Go home!



NOTE: This is a fan page.
Dr. Leithart does not have a Facebook account.

RECENT ENTRIES
-Moving Day
-Senecan Pepys
-Gentlemanly Ethics
-Crossed out
-Seneca in English
-Sermon notes
-Pop Culture
-Unchained Bible
-Res Publica
-Spiritual commerce
-Draw near to hear
-Musical evangelism
-Voice of the Martyrs
-Trinity Institute: Norman Shepherd Says
-Trinity Institute: A Student Perspective
-For My Name’s Sake
-Iron sinews
-Sermon notes
-Seeking worshipers
-Responsive craft
CATEGORY ARCHIVES
  • LINKS
    - Biblical Horizons
    - Covenant Worldview Institute
    - Theologia
    FEED

    CONTACT

    Comments:
    leithart@leithart.com

    Problems:
    webmaster@leithart.com





    |
    |

    Economics Theology - Soteriology: Spiritual commerce

    [Print] | [PDF] | [Email]

    In his characteristically splendid Through the Eye of a Needle: Wealth, the Fall of Rome, and the Making of Christianity in the West, 350-550 AD, Peter Brown describes the career of Paulinus of Nola, whom he describes the first male Christian to follow Jesus’ instruction to the rich young ruler more or less to the letter: Sell what you have and give it to the poor.

    For Paulinus, commercium spiritale was a central concept (pp. 231-2): His renunciation of earthly wealth stored up treasure in heaven.  Brown does not think it accurate to understand this in what we would call a “crassly commercial” sense, however.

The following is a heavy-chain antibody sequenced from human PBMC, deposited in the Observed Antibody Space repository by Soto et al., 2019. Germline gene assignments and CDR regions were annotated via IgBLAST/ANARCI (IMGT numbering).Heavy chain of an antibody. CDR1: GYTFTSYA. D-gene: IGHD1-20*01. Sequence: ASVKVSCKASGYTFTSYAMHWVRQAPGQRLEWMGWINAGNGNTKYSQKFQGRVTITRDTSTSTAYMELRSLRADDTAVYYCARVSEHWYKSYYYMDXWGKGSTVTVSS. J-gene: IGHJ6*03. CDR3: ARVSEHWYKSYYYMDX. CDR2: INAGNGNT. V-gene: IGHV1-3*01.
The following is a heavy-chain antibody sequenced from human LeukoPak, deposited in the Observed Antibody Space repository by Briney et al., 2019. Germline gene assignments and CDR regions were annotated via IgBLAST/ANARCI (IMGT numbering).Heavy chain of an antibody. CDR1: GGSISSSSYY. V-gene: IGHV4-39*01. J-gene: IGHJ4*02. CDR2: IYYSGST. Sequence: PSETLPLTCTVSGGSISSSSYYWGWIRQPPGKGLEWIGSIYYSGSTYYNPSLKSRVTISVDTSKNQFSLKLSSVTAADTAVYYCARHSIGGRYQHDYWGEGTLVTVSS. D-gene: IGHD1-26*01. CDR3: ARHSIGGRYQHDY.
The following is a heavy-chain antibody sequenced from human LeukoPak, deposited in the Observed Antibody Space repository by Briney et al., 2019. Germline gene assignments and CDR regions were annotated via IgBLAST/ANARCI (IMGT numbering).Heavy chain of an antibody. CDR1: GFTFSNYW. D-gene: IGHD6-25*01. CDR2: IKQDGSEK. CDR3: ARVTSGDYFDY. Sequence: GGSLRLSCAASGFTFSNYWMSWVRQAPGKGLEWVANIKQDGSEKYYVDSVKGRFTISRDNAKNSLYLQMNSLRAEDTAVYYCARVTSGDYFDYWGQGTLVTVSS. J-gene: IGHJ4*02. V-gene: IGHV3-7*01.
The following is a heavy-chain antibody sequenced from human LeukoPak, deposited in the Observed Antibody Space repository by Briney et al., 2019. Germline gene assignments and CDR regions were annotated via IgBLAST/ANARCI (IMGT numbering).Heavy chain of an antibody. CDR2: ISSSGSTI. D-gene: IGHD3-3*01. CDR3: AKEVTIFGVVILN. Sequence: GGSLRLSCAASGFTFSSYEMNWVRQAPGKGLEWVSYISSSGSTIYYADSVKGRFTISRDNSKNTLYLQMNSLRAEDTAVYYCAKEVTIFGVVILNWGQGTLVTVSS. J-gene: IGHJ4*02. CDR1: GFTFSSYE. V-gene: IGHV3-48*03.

In Paulinus’ Latin, “the word commercium evoked any form of profitable bonding.  It conjured up the idea of fruitful reciprocity.  More generally . . . commercium implied a ‘harmony within duality’” (quoting Carole Newlands).

    In this perspective, Paulinus’ commercium spiritale was rooted in the “decisive joining of heaven and earth brought about by the coming of Christ.  The incarnation of Christ had been the foundational act of ‘exchange.’”  And the link of heaven and earth established by charity also anticipated the final “harmony” and “bonding” of the new Jerusalem.

    It would be profitable, perhaps, to revisit Anselm’s theory of the atonement with this in mind.  Perhaps also Paul’s.  Do the commercial terms they use have the same connotation as commercial metaphors do for us?

    posted by Peter J. Leithart on Saturday, October 27, 2012 at 9:03 am